Amid the utter chaos surrounding Bud Light’s disastrous decision to use a transgender influencer, Levi’s brand has stood by the progressive push. Though Bud Light lost nearly $6 billion so far, Levi’s asserted that there’s “definitely consumer appetite for” queer marketing.
If companies have anything to learn from the latest failures, it's that if you align all your marketing and strategies to push the woke, progressive narrative, it’s highly likely that you’ll go broke in one way or another. But, Levi Strauss & Co. somehow doesn’t seem to be too worried about that.
The brand’s CEO, Chip Bergh, spoke with Axios and boasted about how the 170-year-old San Francisco-based brand has been developing gender-fluid garments. Axios reporter, Hope King, brought up the backlash Bud Light received.
‘'Bud Light's recent marketing stunt shows where the backlash can come from," King said before asking her question. "How do you market products in a world where people are more aware of their gender identities?"
Here’s Bergh’s response:
We know that some women buy some men's products and some men buy women's products, we know that that goes on, we've got the research and the data to show it. That's great. We are building out slowly, it started with a small collection of gender neutral or gender-fluid line, and there's definitely consumer appetite for that. And we're there for that.
The brand launched its unisex styles called “Line 8” back in 2017 and aimed to “go beyond simply putting a feminine twist on a masculine style.” During the Pandemic the brand stated that their queer clothes were more about “styles that work equally for all — non-binary, female, and male bodies.”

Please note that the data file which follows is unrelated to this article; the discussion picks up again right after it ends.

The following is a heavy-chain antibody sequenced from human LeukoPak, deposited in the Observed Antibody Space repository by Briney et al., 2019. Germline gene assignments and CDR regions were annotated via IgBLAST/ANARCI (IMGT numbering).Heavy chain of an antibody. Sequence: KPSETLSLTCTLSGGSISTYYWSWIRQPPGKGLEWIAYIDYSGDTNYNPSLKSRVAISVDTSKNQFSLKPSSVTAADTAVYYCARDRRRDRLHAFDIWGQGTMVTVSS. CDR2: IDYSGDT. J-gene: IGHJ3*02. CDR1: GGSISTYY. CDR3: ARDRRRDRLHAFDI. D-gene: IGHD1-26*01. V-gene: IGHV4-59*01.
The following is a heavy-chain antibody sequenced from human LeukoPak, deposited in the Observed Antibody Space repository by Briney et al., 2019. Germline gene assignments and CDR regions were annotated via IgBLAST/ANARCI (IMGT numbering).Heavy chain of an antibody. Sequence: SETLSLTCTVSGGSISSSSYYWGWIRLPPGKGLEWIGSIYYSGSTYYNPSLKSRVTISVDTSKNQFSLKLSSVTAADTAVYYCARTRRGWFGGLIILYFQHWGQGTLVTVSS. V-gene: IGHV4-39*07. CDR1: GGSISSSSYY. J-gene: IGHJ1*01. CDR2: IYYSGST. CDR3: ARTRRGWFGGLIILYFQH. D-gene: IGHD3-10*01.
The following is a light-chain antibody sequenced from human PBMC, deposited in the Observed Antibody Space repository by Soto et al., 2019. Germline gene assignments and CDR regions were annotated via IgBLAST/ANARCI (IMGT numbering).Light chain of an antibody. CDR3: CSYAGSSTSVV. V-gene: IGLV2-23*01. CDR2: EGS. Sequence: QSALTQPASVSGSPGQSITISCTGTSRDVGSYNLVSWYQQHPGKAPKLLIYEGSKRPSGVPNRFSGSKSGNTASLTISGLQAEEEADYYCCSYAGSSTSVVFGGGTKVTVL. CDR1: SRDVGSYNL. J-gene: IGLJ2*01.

“In September 2020, Karyn Hillman, Levi's chief product officer echoed these sentiments - saying that their denim molds to your shape, regardless of how you identify,” Daily Mail reported.
On its website, Levis’ shared a video where a few different models talked about their experience with the clothes. Unironically, the models weren't people who simply want looser clothes or to share clothes with their spouse. They look like they’re trans, gay or part of the queer team. Seriously, a dude with long hair in a dress and heels and a woman with a bunch of loose fabric in her frontal crotch area. I wonder why.
Don’t worry. In the three years since that video was posted, it has only gained 78 likes.
To be frank, I doubt anyone would have even cared that much if Levi’s made clothes that were designed to be tighter on men and looser on women. Who gives a crap? What’s annoying is when the brand tries to use these campaigns to push the progressive, woke agenda.
It's seems to be the same with Bud Light. I bet if they released packaging in pride colors they'd be in a hell off a lot less s**t than going full force with a man parading around as a little girl.
In the past, Burgh has pushed other leftist propaganda, so it’s not surprising that under his leadership, Levi Strauss & Co. has pandered said narrative. He donated $3 million from the Levi Strauss foundation to Georgia to fight against voter ID laws, and he's been vocal about his opposition to guns.
Time will tell with this obvious leftist push how long Levi’s will last before its wokeness gets them broke.
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